Boost logo

Boost :

From: Dan Nuffer (dnuffer_at_[hidden])
Date: 2001-03-15 12:12:04

williamkempf_at_[hidden] wrote:
> Thanks very much for your interest and comments.

Your welcome. I also didn't mention it initially, because I was too
eager to write down my suggestions before I forgot it all, but I think
you've done a great job getting everything to its current state. Thanks
for all your work.

> Phase 1. I expect to add them in Phase 3. The introduction in the
> documentation will help you to understand why, though this type was
> not specifically mentioned.

Okay, I just wanted to make sure that they weren't being overlooked or
ignored :)

> > The example you provided for the semaphore is more appropriate for
> a mutex.
> > I think that a bounded buffer would show the semaphore concept
> better.
> I very much agree that the example is contrived and does not show the
> benefits of the semaphore at all. I don't think a bounded buffer is
> a better example, however, as that example is better suited for (and
> given in the documentation for) a condition. I'll think about a
> better example for this one.

True. I suggested the bounded buffer because it is the example used in
my college textbook as an example use of semaphores.

> > I think you should move a lot of the simple 1-3 line functions from
> the .cpp
> > files into the .hpp files such as:
> >
> > semaphore::semaphore(unsigned count, unsigned max)
> > : pimpl(new impl(count, max))
> > {
> > }
> >
> > semaphore::~semaphore()
> > {
> > delete pimpl;
> > }
> >
> > bool semaphore::up(unsigned count, unsigned* prev)
> > {
> > return pimpl->up(count, prev);
> > }
> >
> > bool semaphore::down(unsigned milliseconds)
> > {
> > return pimpl->down(milliseconds);
> > }
> This would require the "impl" class to be visable to client code,
> which is exactly the opposite of the purpose. The implementation is
> supposed to be hidden completely from client code. Specifically, I
> don't want client code to include files such as Windows.h, even
> indirectly, since this will polute the namespace and slow
> compilation. All refactoring that will place these functions in the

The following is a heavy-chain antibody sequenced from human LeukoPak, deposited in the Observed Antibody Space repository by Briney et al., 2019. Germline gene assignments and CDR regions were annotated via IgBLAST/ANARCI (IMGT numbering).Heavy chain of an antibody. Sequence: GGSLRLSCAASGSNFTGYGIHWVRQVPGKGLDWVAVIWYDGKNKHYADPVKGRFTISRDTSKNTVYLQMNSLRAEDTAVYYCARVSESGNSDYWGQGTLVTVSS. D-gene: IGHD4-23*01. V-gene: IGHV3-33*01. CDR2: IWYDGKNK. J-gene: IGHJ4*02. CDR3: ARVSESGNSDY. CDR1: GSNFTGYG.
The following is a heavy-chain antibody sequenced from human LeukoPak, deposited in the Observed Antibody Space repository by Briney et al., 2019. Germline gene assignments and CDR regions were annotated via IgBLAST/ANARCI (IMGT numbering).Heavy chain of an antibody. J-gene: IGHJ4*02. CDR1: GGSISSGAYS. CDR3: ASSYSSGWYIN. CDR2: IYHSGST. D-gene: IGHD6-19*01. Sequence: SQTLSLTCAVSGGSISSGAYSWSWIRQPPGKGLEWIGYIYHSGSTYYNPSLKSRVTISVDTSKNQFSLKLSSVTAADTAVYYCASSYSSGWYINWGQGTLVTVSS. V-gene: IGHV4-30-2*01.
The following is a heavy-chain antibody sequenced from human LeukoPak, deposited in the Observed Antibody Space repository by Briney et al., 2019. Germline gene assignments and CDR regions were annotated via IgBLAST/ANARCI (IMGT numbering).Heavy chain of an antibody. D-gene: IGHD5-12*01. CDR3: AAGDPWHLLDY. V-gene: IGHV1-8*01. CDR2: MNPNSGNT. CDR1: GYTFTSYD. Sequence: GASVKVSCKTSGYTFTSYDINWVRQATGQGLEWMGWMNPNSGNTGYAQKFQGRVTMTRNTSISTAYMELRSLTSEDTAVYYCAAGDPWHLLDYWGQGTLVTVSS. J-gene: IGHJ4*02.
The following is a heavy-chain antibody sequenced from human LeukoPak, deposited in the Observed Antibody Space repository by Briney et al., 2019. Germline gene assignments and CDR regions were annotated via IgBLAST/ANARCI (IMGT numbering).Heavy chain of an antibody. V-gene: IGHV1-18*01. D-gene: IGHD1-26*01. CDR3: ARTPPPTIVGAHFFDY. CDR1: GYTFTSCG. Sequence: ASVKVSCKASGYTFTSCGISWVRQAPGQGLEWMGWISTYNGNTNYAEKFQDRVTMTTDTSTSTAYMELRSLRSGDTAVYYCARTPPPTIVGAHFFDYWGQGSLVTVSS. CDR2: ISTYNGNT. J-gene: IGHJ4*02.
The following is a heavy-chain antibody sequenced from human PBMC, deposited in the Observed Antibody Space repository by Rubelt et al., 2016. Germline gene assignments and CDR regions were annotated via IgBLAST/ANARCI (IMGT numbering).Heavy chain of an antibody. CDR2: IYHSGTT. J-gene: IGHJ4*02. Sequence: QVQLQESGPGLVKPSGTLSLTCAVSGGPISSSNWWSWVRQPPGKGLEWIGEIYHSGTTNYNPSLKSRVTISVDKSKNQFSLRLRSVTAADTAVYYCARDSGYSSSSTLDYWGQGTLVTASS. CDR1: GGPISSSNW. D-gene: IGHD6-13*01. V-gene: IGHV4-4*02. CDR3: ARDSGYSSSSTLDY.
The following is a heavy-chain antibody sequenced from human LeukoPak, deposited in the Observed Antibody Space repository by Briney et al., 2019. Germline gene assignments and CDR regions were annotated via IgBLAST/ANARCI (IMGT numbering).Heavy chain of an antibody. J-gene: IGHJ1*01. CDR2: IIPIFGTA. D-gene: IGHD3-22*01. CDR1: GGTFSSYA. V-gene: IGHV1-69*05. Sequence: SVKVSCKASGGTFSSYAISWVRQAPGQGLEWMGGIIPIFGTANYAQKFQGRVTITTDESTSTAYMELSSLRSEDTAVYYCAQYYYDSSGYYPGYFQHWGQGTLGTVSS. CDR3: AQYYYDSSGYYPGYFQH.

> header and yet insure my goal of hiding the implementation will
> result in no speed increase from inline optimizations.
> > Also, I wonder if the advantages of the pimpl idiom are greater
> than the
> > disadvantages? I definitely think it will cause a performance hit.
> > Everytime you lock or unlock a mutex, you've got to dereference the
> pimpl
> > pointer. And for every primitive you create you've got to call new
> and then
> > delete when it goes away. Is there any advantage other than a
> slightly
> > faster compile?
> It's more than "slightly" on many platforms, Windows being one of
> them. Further, I don't want to pollute the namespace. The only
> overhead occurs within construction/destruction, which are not likely
> to occur in time critical locations and so shouldn't be noticed in
> most applications.

AFAIK, there is no compiler that can inline functions that haven't been
included in a header file. That means, when I write some code that uses
the library, when I create a mutex or other primitive, it will have to
call new to allocate the pimpl, that much dynamic allocation is
unacceptable for some applications. Then when I create a lock, it will
then have to first call the lock constructor (can be inlined),
dereference a pointer to the mutex, and then make a function call (not
inlined) to the mutex's do_lock function, which will then dereference
the pimpl pointer and call the real do_lock function (can be inlined
into functions that call it in the .cpp), which then has to call the
os/library to do the lock. This seems like a lot of unnecesary
overhead. I think performance is very important. I recently
benchmarked an application I had worked on that used the Xerces XML
parsing library. The biggest time consuming functions were in the
library: pthread_mutex_lock and pthread_mutex_unlock. After that, there
were two other layers that were almost equal in time consumption: the
platform abstraction function XMLPlatformUtils::lockMutex(void* const
mtxHandle), which was defined in the .cpp and thus not inlined. Next
was void XMLMutex::lock() which was the same thing. Now if the Xerces
library had written those two functions in the header files, they
would've been inlined and the app would've gained at least 15% speed
improvement. The extra layers effectively doubled the time spent
locking/unlocking mutexes.
I can understand your not wanting to include windows.h in the header
file, but I think you're overstating the negative impact. If you're
writing a program to run on windows, odds are you've already included
windows.h and then there's pre-compiled headers with MSVC. For pthreads
platforms, including pthreads.h is trivial.
Maybe you could take the approach of using a .ipp file, where if the
user wants a minimal header they just include the .hpp, but if they want
speed, to have things inlined they include the .hpp and the .ipp. Thus
the user has the option to choose.

> > > 3) I need serious help in creating some sort of build system. I
> > > realize this is a touchy subject since Boost doesn't yet have a
> > > standard way of handling this, but I'll settle for multiple
> platform
> > > specific makefiles much as Regex does. I'm just not qualified to
> > > handle this part.
> > >
> >
> > I can probably help you out on that. Let me see what I can come up
> with.
> I'd appreciate the help. We need to coordinate things like this so
> that multiple people aren't working on the same thing. Are you
> volunteering for specific platforms?

Yes I am. I can write autoconf/automake scripts. While I can only test
them on linux and cygwin, in theory, it should be portable to any Unix
that has pthreads installed.

--Dan Nuffer

Boost list run by bdawes at, gregod at, cpdaniel at, john at